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One of the pillars of quantum mechanics is the photoelectric effect. Light below a certain frequency is unable to dislodge electrons from a material even when provided by a high power beam. The argument in almost every textbook, due to Einstein, says that the energy must be arriving in discrete packets, photons, and that you need a single packet on its own to have enough energy to kick out an electron.

If it's an advanced enough textbook then there will be a later chapter on time-dependent perturbation theory where it is shown how to calculate the rate at which electrons are kicked from one energy level to another as a function of the incoming electromagnetic wave. In almost every single textbook the argument treats the incoming wave as a classical field, demonstrating how you can in fact explain the photoelectric effect without recourse to photons.

Disappointingly these books don't simply self-annihilate in a cloud of contradiction.

(Of course the photoelectric effect is still good  evidence for QM. Just not in the way textbooks claim.)
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hmm interesting.  Your thoughts on mutual resonance increasing vibration... 
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A few years ago I read a pop science article about "rogue planets", planets floating free of any star that might retain enough heat to support a habitat suitable for life. I thought it'd make a great scenario for a science fiction story so I was pleased when Chris Beckett's Eden stories (Dark Eden, then Mother of Eden) were published.

The main story starts with a growing community several generations after a small number of humans are stranded on a rogue planet heated by geothermal activity. They are equipped with the most basic technology, and memories about a distant home called Earth. There's some interesting world-building, though Beckett's main focus is on using the scenario as a fictional testbed for exploring various kinds of origin myth. Similarly to Delany's Tales of Neverÿon [1] we get characters explianing to us the origin of everything from money and patriarchy to social class and prohibitions against homosexuality. In fact, the books remind me a lot of a work of non-fiction, Graeber's analysis of debt [2].

The planet's ecosystem is interesting with plant-life providing a transport mechanism that pumps heat from the lower depths of the planet to the surface. There's also a novel (to me) variation on the idea of a deity, the notion of a Watcher who looks out from the same eyes as each individual and who can be perceived only fleetingly in moments of stillness. Humans have spent many thousands of years exploring the space of spiritual entities so it's surprising to find an author managing to find space for something new.

Although the world-building and analysis are interesting, the plot and characters are a little weak, feeling more like holes in a template that needed to be filled. Nonetheless I enjoyed both books a lot and look forward to the next book in the inevitable series.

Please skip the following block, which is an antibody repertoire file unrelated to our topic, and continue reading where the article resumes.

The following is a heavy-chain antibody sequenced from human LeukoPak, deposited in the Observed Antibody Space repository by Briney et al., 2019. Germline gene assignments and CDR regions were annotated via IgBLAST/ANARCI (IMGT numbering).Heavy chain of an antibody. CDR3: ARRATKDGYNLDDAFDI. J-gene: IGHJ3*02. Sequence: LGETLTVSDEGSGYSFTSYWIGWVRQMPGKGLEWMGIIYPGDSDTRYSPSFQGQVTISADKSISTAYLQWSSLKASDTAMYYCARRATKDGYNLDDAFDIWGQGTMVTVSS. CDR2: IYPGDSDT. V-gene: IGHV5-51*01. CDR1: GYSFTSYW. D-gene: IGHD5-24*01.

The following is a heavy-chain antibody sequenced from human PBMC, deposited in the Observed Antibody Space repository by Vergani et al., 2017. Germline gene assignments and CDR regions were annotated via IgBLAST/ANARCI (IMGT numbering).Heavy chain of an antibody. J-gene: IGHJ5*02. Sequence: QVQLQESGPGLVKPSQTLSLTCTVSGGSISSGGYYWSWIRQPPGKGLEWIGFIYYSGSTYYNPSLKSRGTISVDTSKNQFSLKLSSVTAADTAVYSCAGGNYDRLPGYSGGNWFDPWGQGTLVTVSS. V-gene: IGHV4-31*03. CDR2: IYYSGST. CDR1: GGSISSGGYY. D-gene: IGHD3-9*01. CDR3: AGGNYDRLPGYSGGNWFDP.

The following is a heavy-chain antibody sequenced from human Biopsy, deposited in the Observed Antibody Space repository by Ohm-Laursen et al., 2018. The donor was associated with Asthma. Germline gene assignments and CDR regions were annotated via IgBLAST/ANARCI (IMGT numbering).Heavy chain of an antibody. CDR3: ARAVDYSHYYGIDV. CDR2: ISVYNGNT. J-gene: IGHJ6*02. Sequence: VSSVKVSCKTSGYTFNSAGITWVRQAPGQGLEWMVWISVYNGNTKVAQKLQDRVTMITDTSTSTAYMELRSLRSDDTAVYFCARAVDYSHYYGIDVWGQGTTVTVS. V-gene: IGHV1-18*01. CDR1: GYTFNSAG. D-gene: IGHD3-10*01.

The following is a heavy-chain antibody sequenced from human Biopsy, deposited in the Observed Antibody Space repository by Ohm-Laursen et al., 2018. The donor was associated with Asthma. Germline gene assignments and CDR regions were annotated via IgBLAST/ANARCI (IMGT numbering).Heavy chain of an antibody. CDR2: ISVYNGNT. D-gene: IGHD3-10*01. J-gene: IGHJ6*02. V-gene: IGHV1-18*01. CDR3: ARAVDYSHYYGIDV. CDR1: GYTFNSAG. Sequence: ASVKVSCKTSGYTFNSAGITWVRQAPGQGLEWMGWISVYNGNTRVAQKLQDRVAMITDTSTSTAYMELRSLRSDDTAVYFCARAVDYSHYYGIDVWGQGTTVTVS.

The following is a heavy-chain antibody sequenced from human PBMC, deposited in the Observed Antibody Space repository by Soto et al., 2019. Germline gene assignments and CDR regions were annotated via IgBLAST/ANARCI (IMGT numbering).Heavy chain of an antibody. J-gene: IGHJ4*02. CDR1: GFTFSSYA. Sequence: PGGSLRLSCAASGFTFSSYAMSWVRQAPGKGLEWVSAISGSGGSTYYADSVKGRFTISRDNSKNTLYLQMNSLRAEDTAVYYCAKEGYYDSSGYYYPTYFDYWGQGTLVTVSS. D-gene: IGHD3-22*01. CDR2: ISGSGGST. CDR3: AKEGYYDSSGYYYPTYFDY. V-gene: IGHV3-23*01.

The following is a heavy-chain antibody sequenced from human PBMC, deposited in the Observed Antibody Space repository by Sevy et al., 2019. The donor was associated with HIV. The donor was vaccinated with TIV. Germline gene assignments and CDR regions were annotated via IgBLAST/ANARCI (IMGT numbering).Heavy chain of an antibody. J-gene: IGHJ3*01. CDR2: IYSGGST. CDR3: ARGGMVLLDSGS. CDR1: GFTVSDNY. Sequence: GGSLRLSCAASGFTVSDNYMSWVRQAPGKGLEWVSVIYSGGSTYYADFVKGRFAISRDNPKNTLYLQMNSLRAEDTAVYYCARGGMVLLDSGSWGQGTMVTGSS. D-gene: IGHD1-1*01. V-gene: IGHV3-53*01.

BTW I think these would be great books for "young adults" to provoke classroom discussion about politics and power. An alternative to The Lord of the Flies.

[1] https://plus.google.com/+DanPiponi/posts/YDoTxpHgeEZ
[2] http://en.wikipedia.org/wiki/Debt:_The_First_5000_Years
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Solar-powered Loon balloons provide Internet fast enough to stream YouTube videos #io15 
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How many users worth of YouTube streaming per balloon?
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Dan Piponi

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Anyone who's studied quantum mechanics knows that the subject is largely about pairs of linear operators, a and a⁺, such that:

aa⁺ = a⁺a+1

Solving physics problems often involves rearranging expressions in a and a⁺ so that all of the a⁺ factors are on the left of each monomial and the a factors are on the right. This sort of thing:

  aa⁺aa⁺a⁺a⁺aa⁺a
= (a⁺a+1)aa⁺a⁺a⁺aa⁺a
= a⁺aaa⁺a⁺a⁺aa⁺a+aa⁺a⁺a⁺aa⁺a
= ...
= a⁺⁵a⁴+10a⁺⁴a³+23a⁺³a²+9a⁺²a

Getting to the last line takes a substantial amount of work and of course it gets worse when you have infinite sums.

But now I've read http://arxiv.org/abs/0904.1506 I see that there's a much easier way of getting those coefficients: 1, 10, 23, 9.

You can translate a monomial in a and a⁺ into a path on a grid by drawing a⁺ as a horizontal line and a as a vertical line, as in the diagram. That defines a region under the path known as a Ferrers board.

1 is the number of ways of placing zero non-attacking rooks on this Ferrers board. 10 is the number of ways of placing 1 rook, 23 is the number of ways of placing 2 rooks and so on.

I can't believe I've gone all these years without coming across this simple interpretation of the coefficients before.

It's worth reading the proof in the paper. The expression aa⁺ = a⁺a+1 corresponds precisely to a single step in a recursive procedure for counting rook placements.

This is just a tiny hint of the richness of the combinatorics of a and a⁺.
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+Urs Schreiber Thanks for the clarification and multi-symplectic algebra is something I can vaguely follow.
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+Satnam Singh recently posted a view of (roughly) where he lives. This is Redwood Peak, near where I Iive.

In the areas that get coastal fog it's still green in California.
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In many programming languages, including Haskell, you can freely copy values. For example, in Haskell you can write

    let b = a in ...

Haskell is based on the internal language of Cartesian closed categories (CCCs). The feature of these that allows us to copy values is the fact that a CCC has a diagonal morphism

    Δ:A →A×A

You can imagine making the copy more explicit by thinking of the above notation as shorthand for

    let (a,b) = Δ(a) in ...

The shorthand makes clear that in some sense we're reusing the variable a to continue labelling one of the copies. But that doesn't matter here because a has the same value before and after.

If you're writing code for linear algebra it's natural to think in terms of operations in the category of vector spaces. They are equipped with a copy morphism too:

    Δ:V→V⊕V

and so a vector space language should have a let clause to allow this.

But vector spaces also come equipped with a duality operation so any linear map f:A→B gives rise to another f*:B*→A*, usually called the adjoint or transpose of f. So we'd like to have

    Δ*:V*⊕V*→V*